TOKYO (Aug. 8, 2014) — Yokohama Rubber Co. Ltd. reported record sales and earnings for the first half of fiscal 2014, with operating and net income jumping 23.8 and 38.4 percent, respectively, on 5.3-percent higher sales.
Yokohama attributed the “robust fiscal performance” to business gains in tires, industrial products and other products, along with a downward trend in raw material prices, and from the weakening of the yen vs. other global currencies.
Operating income jumped to $175.2 million on sales of $2.77 billion, for an operating ratio of 8.3 percent, up from 7 percent a year ago. Net income rose to $175.2 million.
Yokohama’s tire operations reported an operating income increase of 33.4 percent to $180.7 million on 5.7-percent higher sales of $2.16 billion, yielding an operating ratio of 8.3 percent.
Yokohama posted “vigorous growth” in its Japanese OE business, driven by a surge in demand in advance of the April 1 hike in Japan’s national sales tax, increased shipments of tires for fuel-saving vehicle models and additional OE fitments.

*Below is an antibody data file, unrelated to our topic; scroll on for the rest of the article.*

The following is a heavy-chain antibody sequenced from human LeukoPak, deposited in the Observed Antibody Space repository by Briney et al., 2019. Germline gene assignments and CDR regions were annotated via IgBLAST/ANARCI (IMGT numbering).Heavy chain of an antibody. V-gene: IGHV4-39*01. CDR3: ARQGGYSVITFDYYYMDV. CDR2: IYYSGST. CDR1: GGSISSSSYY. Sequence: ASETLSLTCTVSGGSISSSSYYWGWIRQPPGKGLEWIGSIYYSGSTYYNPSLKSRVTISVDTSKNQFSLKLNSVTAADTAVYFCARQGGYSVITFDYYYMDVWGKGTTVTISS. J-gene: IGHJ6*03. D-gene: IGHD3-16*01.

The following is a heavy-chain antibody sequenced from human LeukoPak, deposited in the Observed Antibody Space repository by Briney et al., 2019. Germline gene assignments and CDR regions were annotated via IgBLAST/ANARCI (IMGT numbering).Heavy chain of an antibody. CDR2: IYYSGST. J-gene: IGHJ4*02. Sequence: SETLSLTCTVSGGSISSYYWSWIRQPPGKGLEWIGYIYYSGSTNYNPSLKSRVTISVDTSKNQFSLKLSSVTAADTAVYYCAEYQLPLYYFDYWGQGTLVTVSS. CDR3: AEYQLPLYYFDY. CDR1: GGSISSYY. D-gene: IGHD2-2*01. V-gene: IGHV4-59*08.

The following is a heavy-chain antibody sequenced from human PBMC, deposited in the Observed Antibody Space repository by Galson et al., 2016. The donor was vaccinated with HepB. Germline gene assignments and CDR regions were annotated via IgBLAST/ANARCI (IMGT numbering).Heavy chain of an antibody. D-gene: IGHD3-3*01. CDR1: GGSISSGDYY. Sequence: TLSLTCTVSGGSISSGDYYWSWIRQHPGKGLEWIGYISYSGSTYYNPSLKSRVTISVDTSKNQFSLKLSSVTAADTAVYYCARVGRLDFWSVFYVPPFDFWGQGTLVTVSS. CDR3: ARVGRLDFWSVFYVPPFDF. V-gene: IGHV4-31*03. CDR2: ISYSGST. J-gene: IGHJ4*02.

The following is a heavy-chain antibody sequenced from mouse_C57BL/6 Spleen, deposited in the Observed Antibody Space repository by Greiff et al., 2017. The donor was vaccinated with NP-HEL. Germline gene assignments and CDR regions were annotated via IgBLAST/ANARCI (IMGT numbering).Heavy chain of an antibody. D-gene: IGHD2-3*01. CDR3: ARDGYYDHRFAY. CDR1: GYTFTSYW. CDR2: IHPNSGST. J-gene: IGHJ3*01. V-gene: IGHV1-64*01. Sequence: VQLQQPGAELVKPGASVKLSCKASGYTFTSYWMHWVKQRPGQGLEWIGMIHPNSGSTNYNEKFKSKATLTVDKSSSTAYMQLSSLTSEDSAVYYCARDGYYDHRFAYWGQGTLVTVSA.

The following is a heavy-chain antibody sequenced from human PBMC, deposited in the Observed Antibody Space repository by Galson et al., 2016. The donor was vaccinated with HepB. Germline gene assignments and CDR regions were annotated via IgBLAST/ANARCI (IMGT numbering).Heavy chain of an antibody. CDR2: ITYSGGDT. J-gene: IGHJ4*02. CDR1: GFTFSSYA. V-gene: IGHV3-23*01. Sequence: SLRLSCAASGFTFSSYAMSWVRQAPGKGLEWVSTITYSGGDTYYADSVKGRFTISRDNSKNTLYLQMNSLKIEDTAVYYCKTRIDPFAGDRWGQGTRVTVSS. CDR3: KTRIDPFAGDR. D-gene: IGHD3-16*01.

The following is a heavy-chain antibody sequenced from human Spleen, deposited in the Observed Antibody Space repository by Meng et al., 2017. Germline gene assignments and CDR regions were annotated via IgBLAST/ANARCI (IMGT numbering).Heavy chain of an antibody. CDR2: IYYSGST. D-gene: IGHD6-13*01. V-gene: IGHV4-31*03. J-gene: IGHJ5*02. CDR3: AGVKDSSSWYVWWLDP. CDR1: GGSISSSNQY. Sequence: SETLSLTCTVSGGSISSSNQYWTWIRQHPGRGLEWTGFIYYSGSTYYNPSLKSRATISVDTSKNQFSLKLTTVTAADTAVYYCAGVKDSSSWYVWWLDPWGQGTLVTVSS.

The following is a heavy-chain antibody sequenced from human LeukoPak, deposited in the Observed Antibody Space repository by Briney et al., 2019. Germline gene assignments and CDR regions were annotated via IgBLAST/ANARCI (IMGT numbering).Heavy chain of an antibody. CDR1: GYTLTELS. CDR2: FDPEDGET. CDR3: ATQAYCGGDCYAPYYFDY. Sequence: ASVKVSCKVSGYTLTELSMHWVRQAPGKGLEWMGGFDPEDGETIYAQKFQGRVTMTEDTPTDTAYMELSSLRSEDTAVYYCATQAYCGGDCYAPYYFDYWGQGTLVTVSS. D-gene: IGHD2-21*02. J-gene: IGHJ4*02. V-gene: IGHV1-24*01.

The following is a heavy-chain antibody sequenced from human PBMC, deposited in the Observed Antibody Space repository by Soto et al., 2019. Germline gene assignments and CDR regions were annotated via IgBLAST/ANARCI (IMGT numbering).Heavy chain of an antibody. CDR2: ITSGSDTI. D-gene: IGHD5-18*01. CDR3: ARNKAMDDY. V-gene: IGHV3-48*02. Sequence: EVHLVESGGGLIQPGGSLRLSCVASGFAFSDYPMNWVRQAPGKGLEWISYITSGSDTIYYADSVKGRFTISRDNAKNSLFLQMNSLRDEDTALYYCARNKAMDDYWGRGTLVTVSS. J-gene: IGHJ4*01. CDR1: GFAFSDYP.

The company’s business in replacement tires in Japan also expanded vigorously, including growth in studless winter tires and in summer tires. Heavy snowfalls stimulated demand for Yokohama’s studless winter tires, the firm said.
In overseas business, recovery in North America, in Europe and in China more than offset continuing weak demand in Russia and in some other markets.
Sales in North America rose 7.8 percent to $666.4 million, but operating income slumped 53 percent to $12.1 million, Yokohama said.
For the full year, Yokohama abides by its February projection of an 11-percent gain in operating income, but it revised downward its sales forecast slightly. Net income also should finish the year ahead of the February projection, it said.
With the threat of more tariffs looming, how concerned are you about a trade war?
|Very. It could lead to another recession.||
37% (53 votes)
|It will be good for the U.S.||
19% (27 votes)
|It’s too early to tell.||
31% (44 votes)
|We have bigger problems than this.||
13% (19 votes)
|Total votes: 143|